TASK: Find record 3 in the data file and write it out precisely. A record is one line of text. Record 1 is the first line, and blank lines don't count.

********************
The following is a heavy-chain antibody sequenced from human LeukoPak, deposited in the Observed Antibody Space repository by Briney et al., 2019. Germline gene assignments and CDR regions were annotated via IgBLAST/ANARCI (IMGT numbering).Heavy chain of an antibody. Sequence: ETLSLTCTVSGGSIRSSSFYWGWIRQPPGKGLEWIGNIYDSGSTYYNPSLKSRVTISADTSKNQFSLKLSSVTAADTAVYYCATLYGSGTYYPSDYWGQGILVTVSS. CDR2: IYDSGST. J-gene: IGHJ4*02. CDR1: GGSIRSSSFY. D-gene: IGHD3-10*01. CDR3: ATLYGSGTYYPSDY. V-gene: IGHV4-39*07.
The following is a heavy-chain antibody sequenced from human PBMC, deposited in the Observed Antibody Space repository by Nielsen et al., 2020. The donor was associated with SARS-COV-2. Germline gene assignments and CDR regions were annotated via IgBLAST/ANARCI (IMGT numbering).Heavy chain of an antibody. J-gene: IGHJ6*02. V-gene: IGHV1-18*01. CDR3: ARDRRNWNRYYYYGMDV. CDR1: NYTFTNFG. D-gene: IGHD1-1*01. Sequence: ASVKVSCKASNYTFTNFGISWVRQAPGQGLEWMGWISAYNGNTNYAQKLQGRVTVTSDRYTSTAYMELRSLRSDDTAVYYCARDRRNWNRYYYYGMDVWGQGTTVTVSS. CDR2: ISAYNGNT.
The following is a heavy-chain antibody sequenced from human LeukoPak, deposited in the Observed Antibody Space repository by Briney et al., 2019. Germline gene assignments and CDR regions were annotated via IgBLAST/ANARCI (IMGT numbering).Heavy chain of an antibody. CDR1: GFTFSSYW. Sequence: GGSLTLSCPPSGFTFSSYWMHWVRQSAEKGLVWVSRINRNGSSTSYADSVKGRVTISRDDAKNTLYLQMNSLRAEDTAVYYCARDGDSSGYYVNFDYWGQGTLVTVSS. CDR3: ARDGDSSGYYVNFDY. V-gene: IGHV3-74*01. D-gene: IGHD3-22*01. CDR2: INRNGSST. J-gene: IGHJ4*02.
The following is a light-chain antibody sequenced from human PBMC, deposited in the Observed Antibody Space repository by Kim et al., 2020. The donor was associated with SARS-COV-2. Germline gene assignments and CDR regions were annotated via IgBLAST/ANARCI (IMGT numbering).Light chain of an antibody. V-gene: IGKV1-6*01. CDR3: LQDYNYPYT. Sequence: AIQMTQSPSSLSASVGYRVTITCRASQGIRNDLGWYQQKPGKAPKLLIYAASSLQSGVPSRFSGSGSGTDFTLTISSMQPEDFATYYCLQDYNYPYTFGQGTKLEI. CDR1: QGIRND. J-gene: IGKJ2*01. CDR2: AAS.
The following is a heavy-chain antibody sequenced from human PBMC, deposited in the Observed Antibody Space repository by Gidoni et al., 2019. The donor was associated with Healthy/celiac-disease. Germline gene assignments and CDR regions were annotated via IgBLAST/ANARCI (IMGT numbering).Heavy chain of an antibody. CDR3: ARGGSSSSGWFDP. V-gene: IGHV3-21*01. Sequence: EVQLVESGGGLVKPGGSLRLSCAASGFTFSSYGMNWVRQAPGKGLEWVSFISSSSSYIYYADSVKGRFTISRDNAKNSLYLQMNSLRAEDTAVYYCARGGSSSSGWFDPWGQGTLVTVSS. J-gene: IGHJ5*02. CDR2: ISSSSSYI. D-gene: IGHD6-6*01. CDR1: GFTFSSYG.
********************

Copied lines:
The following is a heavy-chain antibody sequenced from human LeukoPak, deposited in the Observed Antibody Space repository by Briney et al., 2019. Germline gene assignments and CDR regions were annotated via IgBLAST/ANARCI (IMGT numbering).Heavy chain of an antibody. CDR1: GFTFSSYW. Sequence: GGSLTLSCPPSGFTFSSYWMHWVRQSAEKGLVWVSRINRNGSSTSYADSVKGRVTISRDDAKNTLYLQMNSLRAEDTAVYYCARDGDSSGYYVNFDYWGQGTLVTVSS. CDR3: ARDGDSSGYYVNFDY. V-gene: IGHV3-74*01. D-gene: IGHD3-22*01. CDR2: INRNGSST. J-gene: IGHJ4*02.